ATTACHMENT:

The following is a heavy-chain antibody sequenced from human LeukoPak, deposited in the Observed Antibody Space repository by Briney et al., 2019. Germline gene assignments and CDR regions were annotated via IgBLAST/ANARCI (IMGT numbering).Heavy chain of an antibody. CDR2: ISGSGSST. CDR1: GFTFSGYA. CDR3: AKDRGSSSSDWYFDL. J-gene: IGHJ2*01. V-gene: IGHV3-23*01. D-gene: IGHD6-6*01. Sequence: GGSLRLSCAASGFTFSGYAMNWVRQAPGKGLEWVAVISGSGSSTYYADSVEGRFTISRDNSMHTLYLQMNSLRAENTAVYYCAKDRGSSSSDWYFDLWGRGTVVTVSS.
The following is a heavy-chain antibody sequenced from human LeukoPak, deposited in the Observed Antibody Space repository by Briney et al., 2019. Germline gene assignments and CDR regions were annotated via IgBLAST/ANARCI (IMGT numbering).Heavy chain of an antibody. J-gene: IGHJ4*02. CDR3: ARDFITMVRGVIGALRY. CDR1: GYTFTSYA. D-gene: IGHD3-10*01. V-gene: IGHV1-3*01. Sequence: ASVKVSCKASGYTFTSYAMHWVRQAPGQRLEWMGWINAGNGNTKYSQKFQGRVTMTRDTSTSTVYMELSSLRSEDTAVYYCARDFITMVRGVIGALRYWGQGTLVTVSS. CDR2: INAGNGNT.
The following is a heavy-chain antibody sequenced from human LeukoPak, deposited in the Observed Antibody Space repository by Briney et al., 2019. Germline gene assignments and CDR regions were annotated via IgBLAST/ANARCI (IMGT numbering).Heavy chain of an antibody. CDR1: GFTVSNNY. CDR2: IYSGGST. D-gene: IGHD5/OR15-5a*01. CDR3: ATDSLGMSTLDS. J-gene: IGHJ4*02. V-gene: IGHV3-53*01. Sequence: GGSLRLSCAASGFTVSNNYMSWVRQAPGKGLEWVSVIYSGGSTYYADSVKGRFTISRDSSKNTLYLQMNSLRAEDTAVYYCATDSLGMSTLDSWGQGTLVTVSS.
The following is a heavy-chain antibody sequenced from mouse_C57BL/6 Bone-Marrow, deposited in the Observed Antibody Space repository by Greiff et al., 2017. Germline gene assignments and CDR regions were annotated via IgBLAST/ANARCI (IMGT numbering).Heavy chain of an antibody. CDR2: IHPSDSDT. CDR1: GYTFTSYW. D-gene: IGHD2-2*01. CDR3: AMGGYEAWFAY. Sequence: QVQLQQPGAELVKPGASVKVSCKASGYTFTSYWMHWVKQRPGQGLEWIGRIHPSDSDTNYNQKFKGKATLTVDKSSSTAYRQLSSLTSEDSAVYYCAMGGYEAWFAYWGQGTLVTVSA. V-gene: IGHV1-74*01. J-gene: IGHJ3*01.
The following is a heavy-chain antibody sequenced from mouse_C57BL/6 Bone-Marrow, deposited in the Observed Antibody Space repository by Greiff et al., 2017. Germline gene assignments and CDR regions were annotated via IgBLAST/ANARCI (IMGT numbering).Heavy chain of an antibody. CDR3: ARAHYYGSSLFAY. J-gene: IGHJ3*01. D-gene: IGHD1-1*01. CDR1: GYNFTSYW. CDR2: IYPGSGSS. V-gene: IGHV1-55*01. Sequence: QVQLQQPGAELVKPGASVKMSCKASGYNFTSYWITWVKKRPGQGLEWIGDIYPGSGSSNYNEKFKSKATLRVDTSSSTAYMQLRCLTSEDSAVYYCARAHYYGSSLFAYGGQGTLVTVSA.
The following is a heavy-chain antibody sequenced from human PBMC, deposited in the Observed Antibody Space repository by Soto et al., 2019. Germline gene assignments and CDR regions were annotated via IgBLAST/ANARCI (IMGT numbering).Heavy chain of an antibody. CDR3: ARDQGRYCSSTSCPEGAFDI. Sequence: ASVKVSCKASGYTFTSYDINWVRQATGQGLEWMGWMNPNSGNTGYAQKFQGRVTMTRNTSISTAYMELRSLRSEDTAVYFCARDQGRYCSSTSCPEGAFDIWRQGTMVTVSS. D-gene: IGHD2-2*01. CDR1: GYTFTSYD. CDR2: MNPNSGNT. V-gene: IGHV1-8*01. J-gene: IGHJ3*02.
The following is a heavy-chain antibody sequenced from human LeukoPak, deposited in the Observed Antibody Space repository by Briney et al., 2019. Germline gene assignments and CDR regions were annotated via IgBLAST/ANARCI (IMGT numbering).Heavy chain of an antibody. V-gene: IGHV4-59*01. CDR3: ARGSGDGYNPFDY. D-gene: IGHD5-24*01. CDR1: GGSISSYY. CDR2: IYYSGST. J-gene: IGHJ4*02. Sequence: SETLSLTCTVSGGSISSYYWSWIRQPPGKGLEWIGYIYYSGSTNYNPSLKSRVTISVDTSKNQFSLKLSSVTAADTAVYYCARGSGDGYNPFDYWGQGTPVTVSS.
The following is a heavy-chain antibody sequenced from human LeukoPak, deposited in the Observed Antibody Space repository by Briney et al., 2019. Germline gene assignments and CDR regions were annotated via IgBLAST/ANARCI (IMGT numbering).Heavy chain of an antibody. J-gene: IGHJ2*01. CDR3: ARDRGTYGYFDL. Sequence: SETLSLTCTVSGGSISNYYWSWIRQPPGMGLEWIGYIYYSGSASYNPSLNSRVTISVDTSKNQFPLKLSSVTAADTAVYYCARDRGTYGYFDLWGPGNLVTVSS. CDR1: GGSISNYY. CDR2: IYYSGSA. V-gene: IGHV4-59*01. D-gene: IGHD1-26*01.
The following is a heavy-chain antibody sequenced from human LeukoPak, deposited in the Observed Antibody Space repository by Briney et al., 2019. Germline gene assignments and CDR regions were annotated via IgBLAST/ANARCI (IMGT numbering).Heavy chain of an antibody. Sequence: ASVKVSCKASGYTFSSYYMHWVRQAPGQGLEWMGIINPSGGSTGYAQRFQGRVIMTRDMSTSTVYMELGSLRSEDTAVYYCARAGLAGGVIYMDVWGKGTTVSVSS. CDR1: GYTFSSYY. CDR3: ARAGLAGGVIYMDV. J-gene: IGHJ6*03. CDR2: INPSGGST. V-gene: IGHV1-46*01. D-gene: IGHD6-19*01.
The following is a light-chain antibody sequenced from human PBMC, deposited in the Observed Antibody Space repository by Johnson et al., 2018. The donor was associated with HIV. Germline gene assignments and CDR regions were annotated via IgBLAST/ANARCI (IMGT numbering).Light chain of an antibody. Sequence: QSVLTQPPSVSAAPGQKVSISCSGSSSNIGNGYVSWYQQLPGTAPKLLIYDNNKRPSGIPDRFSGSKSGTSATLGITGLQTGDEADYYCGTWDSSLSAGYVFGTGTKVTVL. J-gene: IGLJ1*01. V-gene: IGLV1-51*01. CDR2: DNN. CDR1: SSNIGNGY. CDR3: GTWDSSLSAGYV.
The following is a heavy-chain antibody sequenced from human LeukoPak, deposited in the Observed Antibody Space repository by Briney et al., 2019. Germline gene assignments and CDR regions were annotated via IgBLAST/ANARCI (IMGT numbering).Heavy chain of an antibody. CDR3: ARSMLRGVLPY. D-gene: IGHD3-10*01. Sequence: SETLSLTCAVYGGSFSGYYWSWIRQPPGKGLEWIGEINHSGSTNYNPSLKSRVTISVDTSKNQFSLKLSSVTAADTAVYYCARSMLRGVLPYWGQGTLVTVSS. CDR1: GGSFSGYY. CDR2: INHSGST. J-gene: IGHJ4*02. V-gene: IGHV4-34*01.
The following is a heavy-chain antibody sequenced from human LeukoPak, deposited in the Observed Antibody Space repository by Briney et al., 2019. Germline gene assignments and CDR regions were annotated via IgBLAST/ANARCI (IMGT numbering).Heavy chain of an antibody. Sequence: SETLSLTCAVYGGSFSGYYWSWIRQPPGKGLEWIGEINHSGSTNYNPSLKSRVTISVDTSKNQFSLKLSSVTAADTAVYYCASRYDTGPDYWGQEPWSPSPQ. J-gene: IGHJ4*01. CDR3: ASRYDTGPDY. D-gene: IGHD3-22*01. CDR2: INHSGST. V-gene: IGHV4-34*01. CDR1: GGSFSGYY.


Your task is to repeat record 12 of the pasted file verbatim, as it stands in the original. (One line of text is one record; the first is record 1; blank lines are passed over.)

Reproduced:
The following is a heavy-chain antibody sequenced from human LeukoPak, deposited in the Observed Antibody Space repository by Briney et al., 2019. Germline gene assignments and CDR regions were annotated via IgBLAST/ANARCI (IMGT numbering).Heavy chain of an antibody. Sequence: SETLSLTCAVYGGSFSGYYWSWIRQPPGKGLEWIGEINHSGSTNYNPSLKSRVTISVDTSKNQFSLKLSSVTAADTAVYYCASRYDTGPDYWGQEPWSPSPQ. J-gene: IGHJ4*01. CDR3: ASRYDTGPDY. D-gene: IGHD3-22*01. CDR2: INHSGST. V-gene: IGHV4-34*01. CDR1: GGSFSGYY.